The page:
America is a “sink or swim” culture.

Most other western democracies have discovered that making sure everyone has access to affordable health care and that people don’t face homelessness within days of losing a job makes for a generally happier and mentally healthier population. On the other hand, America remains paranoid about some ill-defined “socialism” that will take their guns and eat their babies. Anything the smacks of help or empathy is tossed out, beaten down, sent to the landfill.

So America continues its rugged, hyper-individualistic “sink or swim” attitude, thinking this makes everyone “tougher.” Being tough is the most important thing. Empathy is for sissies.

But not everyone gets the same sink or swim. We’re treated very differently based on our financial or ethnic status.

The rich are gently nudged into the kiddie pool. They stand in the water for a little while, just long enough to get wet. They’re pulled out and given even more money as a reward. They’re praised for not drowning, held up as examples for everyone else. They’re given an ownership share of the pool.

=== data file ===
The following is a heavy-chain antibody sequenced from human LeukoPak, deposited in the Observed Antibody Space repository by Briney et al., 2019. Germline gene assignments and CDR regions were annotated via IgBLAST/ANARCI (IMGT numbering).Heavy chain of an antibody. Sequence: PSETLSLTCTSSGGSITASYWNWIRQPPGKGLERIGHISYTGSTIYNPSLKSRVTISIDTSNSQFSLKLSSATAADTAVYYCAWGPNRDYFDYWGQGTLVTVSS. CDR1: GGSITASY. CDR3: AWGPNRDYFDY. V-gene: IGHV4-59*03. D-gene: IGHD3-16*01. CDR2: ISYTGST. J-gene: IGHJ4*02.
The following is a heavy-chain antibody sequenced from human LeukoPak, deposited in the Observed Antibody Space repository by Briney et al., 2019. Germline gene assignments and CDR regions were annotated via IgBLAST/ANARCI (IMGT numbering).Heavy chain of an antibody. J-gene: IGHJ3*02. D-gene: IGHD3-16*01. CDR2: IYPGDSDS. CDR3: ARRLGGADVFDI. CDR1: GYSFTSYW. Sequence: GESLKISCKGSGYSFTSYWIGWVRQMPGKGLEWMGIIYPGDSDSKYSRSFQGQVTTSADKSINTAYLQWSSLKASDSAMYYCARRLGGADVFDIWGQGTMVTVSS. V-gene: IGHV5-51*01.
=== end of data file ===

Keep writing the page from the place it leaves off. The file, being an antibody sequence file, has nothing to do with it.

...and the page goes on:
The poor are thrown into the middle of the deep 15-foot side, as far away from the edge as possible. Those who have a little more money, from what used to be called jokingly “the middle class,” have been lucky enough to pay for swimming lessons, so many of them make it out. The wealthier among them have the added help of floatation devices.

Those with less money are forced to learn how to swim right then and there. The whole time people are screaming at them for not knowing how to swim. Those that manage not to drown and swim back to the edge are then shoved back in repeatedly until they get tired and can’t swim anymore. When their dead bodies are pulled out, people spit on them for “not having gumption.”

Minorities have cement blocks tied to their feet and are tossed into the deep. When they drown, people jeer them for being lazy. “Shoulda pulled themselves up by their own bootstraps like the rest of us did!” they yell.